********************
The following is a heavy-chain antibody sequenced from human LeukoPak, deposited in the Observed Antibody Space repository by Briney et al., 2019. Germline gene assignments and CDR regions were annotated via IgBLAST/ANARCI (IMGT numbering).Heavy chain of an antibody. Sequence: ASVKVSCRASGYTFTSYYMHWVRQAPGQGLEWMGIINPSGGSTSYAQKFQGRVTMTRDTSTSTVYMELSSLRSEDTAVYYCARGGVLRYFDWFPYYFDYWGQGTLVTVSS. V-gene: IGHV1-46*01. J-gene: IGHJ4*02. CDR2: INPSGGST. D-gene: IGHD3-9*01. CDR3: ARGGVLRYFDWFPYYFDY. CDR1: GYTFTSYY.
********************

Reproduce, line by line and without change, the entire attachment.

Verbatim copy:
The following is a heavy-chain antibody sequenced from human LeukoPak, deposited in the Observed Antibody Space repository by Briney et al., 2019. Germline gene assignments and CDR regions were annotated via IgBLAST/ANARCI (IMGT numbering).Heavy chain of an antibody. Sequence: ASVKVSCRASGYTFTSYYMHWVRQAPGQGLEWMGIINPSGGSTSYAQKFQGRVTMTRDTSTSTVYMELSSLRSEDTAVYYCARGGVLRYFDWFPYYFDYWGQGTLVTVSS. V-gene: IGHV1-46*01. J-gene: IGHJ4*02. CDR2: INPSGGST. D-gene: IGHD3-9*01. CDR3: ARGGVLRYFDWFPYYFDY. CDR1: GYTFTSYY.